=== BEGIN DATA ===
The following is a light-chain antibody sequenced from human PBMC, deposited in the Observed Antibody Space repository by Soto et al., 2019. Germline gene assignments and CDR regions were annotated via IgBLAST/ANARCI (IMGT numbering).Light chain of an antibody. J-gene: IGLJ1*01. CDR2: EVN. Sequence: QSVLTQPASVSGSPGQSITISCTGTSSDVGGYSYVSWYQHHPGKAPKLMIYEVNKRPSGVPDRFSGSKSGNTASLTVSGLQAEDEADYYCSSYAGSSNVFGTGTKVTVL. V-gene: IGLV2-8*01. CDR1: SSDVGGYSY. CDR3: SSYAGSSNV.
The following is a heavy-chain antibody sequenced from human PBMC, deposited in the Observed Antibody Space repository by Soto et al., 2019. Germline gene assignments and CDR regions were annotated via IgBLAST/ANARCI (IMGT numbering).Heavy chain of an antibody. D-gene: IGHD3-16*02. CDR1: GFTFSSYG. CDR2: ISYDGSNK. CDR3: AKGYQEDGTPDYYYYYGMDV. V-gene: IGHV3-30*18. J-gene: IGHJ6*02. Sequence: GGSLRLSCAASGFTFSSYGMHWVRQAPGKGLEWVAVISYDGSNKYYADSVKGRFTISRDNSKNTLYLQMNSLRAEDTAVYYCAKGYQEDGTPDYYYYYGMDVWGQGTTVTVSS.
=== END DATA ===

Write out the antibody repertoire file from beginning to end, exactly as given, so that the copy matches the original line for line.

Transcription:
The following is a light-chain antibody sequenced from human PBMC, deposited in the Observed Antibody Space repository by Soto et al., 2019. Germline gene assignments and CDR regions were annotated via IgBLAST/ANARCI (IMGT numbering).Light chain of an antibody. J-gene: IGLJ1*01. CDR2: EVN. Sequence: QSVLTQPASVSGSPGQSITISCTGTSSDVGGYSYVSWYQHHPGKAPKLMIYEVNKRPSGVPDRFSGSKSGNTASLTVSGLQAEDEADYYCSSYAGSSNVFGTGTKVTVL. V-gene: IGLV2-8*01. CDR1: SSDVGGYSY. CDR3: SSYAGSSNV.
The following is a heavy-chain antibody sequenced from human PBMC, deposited in the Observed Antibody Space repository by Soto et al., 2019. Germline gene assignments and CDR regions were annotated via IgBLAST/ANARCI (IMGT numbering).Heavy chain of an antibody. D-gene: IGHD3-16*02. CDR1: GFTFSSYG. CDR2: ISYDGSNK. CDR3: AKGYQEDGTPDYYYYYGMDV. V-gene: IGHV3-30*18. J-gene: IGHJ6*02. Sequence: GGSLRLSCAASGFTFSSYGMHWVRQAPGKGLEWVAVISYDGSNKYYADSVKGRFTISRDNSKNTLYLQMNSLRAEDTAVYYCAKGYQEDGTPDYYYYYGMDVWGQGTTVTVSS.